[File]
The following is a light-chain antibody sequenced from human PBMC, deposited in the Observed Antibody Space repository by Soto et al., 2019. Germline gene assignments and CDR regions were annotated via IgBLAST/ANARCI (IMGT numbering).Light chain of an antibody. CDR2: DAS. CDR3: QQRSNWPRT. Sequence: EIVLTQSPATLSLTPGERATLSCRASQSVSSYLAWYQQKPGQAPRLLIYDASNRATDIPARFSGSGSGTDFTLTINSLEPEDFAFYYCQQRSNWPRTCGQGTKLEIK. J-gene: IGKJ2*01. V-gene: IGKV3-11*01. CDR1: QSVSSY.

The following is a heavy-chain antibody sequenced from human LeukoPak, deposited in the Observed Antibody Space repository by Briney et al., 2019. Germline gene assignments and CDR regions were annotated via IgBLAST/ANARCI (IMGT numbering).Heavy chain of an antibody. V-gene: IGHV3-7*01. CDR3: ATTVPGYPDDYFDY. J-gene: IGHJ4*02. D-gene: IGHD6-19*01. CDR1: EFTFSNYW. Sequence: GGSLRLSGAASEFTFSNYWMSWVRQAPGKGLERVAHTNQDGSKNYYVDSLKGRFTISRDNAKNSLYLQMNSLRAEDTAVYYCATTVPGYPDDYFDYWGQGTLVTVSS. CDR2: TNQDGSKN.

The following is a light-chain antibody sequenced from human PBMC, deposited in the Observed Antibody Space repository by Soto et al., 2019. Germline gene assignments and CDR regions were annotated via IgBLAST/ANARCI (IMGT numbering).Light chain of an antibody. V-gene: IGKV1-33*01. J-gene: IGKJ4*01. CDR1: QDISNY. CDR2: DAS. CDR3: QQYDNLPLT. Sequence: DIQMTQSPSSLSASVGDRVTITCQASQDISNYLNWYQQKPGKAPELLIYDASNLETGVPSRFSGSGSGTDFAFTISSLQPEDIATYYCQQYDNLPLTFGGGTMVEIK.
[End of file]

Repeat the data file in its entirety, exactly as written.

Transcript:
The following is a light-chain antibody sequenced from human PBMC, deposited in the Observed Antibody Space repository by Soto et al., 2019. Germline gene assignments and CDR regions were annotated via IgBLAST/ANARCI (IMGT numbering).Light chain of an antibody. CDR2: DAS. CDR3: QQRSNWPRT. Sequence: EIVLTQSPATLSLTPGERATLSCRASQSVSSYLAWYQQKPGQAPRLLIYDASNRATDIPARFSGSGSGTDFTLTINSLEPEDFAFYYCQQRSNWPRTCGQGTKLEIK. J-gene: IGKJ2*01. V-gene: IGKV3-11*01. CDR1: QSVSSY.

The following is a heavy-chain antibody sequenced from human LeukoPak, deposited in the Observed Antibody Space repository by Briney et al., 2019. Germline gene assignments and CDR regions were annotated via IgBLAST/ANARCI (IMGT numbering).Heavy chain of an antibody. V-gene: IGHV3-7*01. CDR3: ATTVPGYPDDYFDY. J-gene: IGHJ4*02. D-gene: IGHD6-19*01. CDR1: EFTFSNYW. Sequence: GGSLRLSGAASEFTFSNYWMSWVRQAPGKGLERVAHTNQDGSKNYYVDSLKGRFTISRDNAKNSLYLQMNSLRAEDTAVYYCATTVPGYPDDYFDYWGQGTLVTVSS. CDR2: TNQDGSKN.

The following is a light-chain antibody sequenced from human PBMC, deposited in the Observed Antibody Space repository by Soto et al., 2019. Germline gene assignments and CDR regions were annotated via IgBLAST/ANARCI (IMGT numbering).Light chain of an antibody. V-gene: IGKV1-33*01. J-gene: IGKJ4*01. CDR1: QDISNY. CDR2: DAS. CDR3: QQYDNLPLT. Sequence: DIQMTQSPSSLSASVGDRVTITCQASQDISNYLNWYQQKPGKAPELLIYDASNLETGVPSRFSGSGSGTDFAFTISSLQPEDIATYYCQQYDNLPLTFGGGTMVEIK.